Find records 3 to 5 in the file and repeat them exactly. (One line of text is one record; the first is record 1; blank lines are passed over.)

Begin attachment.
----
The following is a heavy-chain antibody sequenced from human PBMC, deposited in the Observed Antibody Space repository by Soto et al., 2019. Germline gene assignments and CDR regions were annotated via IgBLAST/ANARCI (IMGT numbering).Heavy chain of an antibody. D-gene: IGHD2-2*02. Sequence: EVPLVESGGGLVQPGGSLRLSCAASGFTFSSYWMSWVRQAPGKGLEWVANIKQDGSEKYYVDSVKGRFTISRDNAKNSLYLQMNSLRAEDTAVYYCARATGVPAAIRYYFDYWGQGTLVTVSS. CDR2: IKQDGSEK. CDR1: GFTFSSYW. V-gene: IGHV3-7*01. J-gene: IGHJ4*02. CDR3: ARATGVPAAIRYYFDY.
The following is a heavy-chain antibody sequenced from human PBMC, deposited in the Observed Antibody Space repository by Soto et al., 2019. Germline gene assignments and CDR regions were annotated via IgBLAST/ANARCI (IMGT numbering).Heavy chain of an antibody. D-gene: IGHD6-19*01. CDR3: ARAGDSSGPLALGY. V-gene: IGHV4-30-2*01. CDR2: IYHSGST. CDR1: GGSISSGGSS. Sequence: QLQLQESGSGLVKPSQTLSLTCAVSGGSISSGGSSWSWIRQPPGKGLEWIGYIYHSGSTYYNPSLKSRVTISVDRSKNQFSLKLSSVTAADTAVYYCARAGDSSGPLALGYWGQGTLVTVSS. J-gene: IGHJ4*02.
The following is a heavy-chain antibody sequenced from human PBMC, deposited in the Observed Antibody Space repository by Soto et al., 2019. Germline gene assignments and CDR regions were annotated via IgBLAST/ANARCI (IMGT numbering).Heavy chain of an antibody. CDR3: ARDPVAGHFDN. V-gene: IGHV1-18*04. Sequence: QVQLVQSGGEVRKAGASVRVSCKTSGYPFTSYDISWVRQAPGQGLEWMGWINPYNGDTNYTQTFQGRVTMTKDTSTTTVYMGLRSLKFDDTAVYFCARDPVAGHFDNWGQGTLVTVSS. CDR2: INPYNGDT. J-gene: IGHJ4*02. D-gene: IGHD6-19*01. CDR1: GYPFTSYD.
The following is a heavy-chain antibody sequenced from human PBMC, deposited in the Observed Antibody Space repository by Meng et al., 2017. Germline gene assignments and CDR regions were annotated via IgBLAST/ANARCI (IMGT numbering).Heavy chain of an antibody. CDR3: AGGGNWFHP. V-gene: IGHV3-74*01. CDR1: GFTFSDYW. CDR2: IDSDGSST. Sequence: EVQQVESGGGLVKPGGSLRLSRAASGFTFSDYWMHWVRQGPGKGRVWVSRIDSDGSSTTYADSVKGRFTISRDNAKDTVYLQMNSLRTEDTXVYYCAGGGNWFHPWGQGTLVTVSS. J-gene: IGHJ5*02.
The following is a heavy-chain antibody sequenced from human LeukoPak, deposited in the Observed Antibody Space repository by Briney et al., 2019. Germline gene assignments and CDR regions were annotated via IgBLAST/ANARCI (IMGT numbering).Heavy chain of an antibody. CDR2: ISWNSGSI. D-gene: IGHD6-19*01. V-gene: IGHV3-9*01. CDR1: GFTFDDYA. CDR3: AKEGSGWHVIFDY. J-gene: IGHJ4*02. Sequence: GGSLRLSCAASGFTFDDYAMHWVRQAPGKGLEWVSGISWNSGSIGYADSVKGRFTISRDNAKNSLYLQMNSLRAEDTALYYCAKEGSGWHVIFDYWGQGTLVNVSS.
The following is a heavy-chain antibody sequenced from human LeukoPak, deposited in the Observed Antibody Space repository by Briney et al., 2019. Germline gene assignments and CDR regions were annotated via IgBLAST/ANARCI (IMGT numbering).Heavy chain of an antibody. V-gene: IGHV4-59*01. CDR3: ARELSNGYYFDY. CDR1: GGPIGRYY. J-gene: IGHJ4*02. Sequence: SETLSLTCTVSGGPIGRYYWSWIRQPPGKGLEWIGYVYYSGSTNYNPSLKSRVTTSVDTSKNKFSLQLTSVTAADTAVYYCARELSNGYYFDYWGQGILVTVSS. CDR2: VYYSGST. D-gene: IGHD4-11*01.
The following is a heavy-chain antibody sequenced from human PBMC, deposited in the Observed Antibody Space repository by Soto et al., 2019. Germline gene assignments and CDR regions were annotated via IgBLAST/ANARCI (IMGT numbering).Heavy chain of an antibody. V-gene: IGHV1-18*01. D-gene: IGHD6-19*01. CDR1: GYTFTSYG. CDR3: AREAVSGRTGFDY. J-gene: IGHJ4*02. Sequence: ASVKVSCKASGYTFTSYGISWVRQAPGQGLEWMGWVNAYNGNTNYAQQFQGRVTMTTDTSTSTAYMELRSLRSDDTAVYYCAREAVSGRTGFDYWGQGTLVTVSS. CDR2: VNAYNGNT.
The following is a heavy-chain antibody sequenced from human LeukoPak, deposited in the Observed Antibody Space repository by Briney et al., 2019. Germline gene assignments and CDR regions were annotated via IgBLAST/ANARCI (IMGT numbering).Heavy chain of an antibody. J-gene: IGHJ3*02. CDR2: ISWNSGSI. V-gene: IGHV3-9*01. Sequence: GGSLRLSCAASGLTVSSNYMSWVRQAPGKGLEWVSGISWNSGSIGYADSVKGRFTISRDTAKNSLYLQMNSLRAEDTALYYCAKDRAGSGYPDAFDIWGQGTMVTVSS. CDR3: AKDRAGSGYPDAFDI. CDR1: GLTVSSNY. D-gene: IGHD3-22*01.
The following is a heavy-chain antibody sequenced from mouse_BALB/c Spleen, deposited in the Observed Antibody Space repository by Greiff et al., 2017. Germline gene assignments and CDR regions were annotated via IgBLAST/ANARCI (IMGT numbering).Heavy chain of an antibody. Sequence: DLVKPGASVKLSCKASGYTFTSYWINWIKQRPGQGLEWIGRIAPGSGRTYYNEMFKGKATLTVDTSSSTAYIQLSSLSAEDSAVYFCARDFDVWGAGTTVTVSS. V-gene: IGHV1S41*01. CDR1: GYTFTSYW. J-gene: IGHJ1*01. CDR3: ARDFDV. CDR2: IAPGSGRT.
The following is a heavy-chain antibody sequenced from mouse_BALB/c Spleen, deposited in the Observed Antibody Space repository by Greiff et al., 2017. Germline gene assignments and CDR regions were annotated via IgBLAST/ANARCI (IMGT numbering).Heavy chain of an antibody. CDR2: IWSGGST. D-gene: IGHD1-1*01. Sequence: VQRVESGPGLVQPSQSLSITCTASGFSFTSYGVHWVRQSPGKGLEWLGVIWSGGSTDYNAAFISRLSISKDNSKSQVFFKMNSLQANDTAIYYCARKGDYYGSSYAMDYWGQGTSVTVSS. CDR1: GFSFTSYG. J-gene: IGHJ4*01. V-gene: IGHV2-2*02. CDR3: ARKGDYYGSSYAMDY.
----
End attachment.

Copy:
The following is a heavy-chain antibody sequenced from human PBMC, deposited in the Observed Antibody Space repository by Soto et al., 2019. Germline gene assignments and CDR regions were annotated via IgBLAST/ANARCI (IMGT numbering).Heavy chain of an antibody. CDR3: ARDPVAGHFDN. V-gene: IGHV1-18*04. Sequence: QVQLVQSGGEVRKAGASVRVSCKTSGYPFTSYDISWVRQAPGQGLEWMGWINPYNGDTNYTQTFQGRVTMTKDTSTTTVYMGLRSLKFDDTAVYFCARDPVAGHFDNWGQGTLVTVSS. CDR2: INPYNGDT. J-gene: IGHJ4*02. D-gene: IGHD6-19*01. CDR1: GYPFTSYD.
The following is a heavy-chain antibody sequenced from human PBMC, deposited in the Observed Antibody Space repository by Meng et al., 2017. Germline gene assignments and CDR regions were annotated via IgBLAST/ANARCI (IMGT numbering).Heavy chain of an antibody. CDR3: AGGGNWFHP. V-gene: IGHV3-74*01. CDR1: GFTFSDYW. CDR2: IDSDGSST. Sequence: EVQQVESGGGLVKPGGSLRLSRAASGFTFSDYWMHWVRQGPGKGRVWVSRIDSDGSSTTYADSVKGRFTISRDNAKDTVYLQMNSLRTEDTXVYYCAGGGNWFHPWGQGTLVTVSS. J-gene: IGHJ5*02.
The following is a heavy-chain antibody sequenced from human LeukoPak, deposited in the Observed Antibody Space repository by Briney et al., 2019. Germline gene assignments and CDR regions were annotated via IgBLAST/ANARCI (IMGT numbering).Heavy chain of an antibody. CDR2: ISWNSGSI. D-gene: IGHD6-19*01. V-gene: IGHV3-9*01. CDR1: GFTFDDYA. CDR3: AKEGSGWHVIFDY. J-gene: IGHJ4*02. Sequence: GGSLRLSCAASGFTFDDYAMHWVRQAPGKGLEWVSGISWNSGSIGYADSVKGRFTISRDNAKNSLYLQMNSLRAEDTALYYCAKEGSGWHVIFDYWGQGTLVNVSS.